Green Hornet, The (2011)

March 22, 2011 By Mike B
Movie Review

What Worked?

In an industry that churns out dark, brooding, muscle-bound superheroes every other year, the Green Hornet switches up the beat at just the right time. Making an odd combination, Seth Rogen and Michel Gondry fuse their talents to produce an oddly entertaining action pop-corn flick. Utilizing the talents of Gondry, with his whimsically creative cinematic vision, and Rogen, with his slacker-style comedy, the film rests upon the strengths of the creators, making for a highly enjoyable ride in the tricked out Black Beauty.

Gondry, director of Science of Sleep and Eternal Sunshine of the Spotless Mind, lends his surreal, fantastical eye to this offbeat superhero flick. There are many moments of unorthodox flare that make certain parts of the film visual eye-candy. He uses a time lapse, a horde of split-screens, and slow-mos all in Gondry-style. Although Gondry tones himself down, there are certain parts where he’s unplugged; for example, a wonderfully done montage to make the “piecing the puzzle” scene more interesting by way of what plays out like a cinematic scrapbook. Not to mention, the action scenes are hyper-realistic junk food that hit the spot more often than not. Kato kicks ass, and we get to see everything from his mindset, targeting the threats in red like the terminator and disposing of them.

Seth Rogen as a superhero doesn’t quite work on paper no matter how you look at, and he doesn’t play the role of Britt Reid as a typical super hero. Rogen approaches the role from the strength of his comedic side, and inserts moments of heroism, but it’s refreshing to see a superhero that’s cracking jokes left and right.  Kato, played by Asian pop-star Jay Chou, meshes well with Rogen as Britt Reid. Chou is slick, quiet, and dangerous as Kato, and distances himself from Bruce Lee’s version of Kato by his comedic interactions with Britt. The duo works because they have a brotherly interaction in which they argue and scuffle, yet truly look out for one another. Christoph Waltz as Chudnofsky/Bloodnofsky is on cruise control playing a vicious villain in a slight mid-life crisis. In addition, there are also a couple of cameos that are wonderful.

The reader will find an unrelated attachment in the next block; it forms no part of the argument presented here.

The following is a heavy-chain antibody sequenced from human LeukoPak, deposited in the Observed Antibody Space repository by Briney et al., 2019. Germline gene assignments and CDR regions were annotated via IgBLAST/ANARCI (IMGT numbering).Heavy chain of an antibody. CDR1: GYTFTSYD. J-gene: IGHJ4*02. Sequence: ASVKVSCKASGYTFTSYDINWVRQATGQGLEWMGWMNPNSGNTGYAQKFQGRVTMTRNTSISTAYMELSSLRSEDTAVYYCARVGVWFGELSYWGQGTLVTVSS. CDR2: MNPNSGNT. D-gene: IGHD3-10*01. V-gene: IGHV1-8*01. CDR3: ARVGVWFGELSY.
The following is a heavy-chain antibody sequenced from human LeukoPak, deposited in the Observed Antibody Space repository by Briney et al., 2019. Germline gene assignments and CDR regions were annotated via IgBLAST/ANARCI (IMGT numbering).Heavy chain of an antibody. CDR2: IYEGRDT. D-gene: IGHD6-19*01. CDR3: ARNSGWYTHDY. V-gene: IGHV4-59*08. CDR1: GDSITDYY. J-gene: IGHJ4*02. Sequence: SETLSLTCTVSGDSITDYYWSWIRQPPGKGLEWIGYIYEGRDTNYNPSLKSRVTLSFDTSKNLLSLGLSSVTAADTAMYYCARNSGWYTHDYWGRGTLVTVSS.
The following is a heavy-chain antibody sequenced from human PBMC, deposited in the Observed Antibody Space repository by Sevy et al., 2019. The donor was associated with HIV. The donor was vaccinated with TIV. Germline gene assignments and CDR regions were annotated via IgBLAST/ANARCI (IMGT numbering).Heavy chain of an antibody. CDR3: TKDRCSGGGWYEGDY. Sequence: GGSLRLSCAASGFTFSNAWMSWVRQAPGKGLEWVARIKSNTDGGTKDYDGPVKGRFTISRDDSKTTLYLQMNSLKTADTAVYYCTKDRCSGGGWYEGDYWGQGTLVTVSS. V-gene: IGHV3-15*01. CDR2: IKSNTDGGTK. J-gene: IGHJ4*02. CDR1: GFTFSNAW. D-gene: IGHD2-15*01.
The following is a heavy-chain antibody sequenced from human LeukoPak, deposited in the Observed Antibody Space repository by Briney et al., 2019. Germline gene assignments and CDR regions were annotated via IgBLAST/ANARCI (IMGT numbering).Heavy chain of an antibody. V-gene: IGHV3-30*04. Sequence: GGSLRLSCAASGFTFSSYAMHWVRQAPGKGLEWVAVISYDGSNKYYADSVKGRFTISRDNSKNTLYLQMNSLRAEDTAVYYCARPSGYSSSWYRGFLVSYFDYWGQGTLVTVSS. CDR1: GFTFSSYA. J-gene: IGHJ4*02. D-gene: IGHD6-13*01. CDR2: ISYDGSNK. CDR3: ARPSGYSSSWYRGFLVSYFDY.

It’s not a film that many will remember down the road, and it’s not exactly a groundbreaking superhero film; however, the Green Hornet is pure entertainment. The gadgets, the mostly humorous rapport between Rogen and Chou, and the violent cartoon action make for a fun, brainless journey. Britt and Kato become two gents that you wouldn’t mind partying with, taking care of some crime in between time.

Potential Drawbacks:

The film doesn’t even attempt to escape the usual clichés of the superhero plot, and nothing is truly surprising about where the film goes story-wise. The transition from regular joes to heroes is a bit contrived, as we never really understand why Britt and Kato decide to take on criminals for a living. The death of James Reid? Nope. Was it boredom? Maybe.

The Green Hornet is filled with comedy, and most of the jokes hit their mark, but the film overall may be too funny. There are barely any heroic moments, and Rogen isn’t exactly Michael Keaton in Batman. In addition, there’s no real danger that the superheroes face, and no sense that they anyone is in great peril.

Overall, the film doesn’t quite feel like a superhero flick; it feels like a story about two guys attempting to be superheroes in comedic fashion. There’s also the chance that Rogen’s character may get annoying because, although he’s funny,  he truly is a talentless slacker in the film.

Film Recommendations:

True Lies
Shoot Em’ Up
Be Kind Rewind

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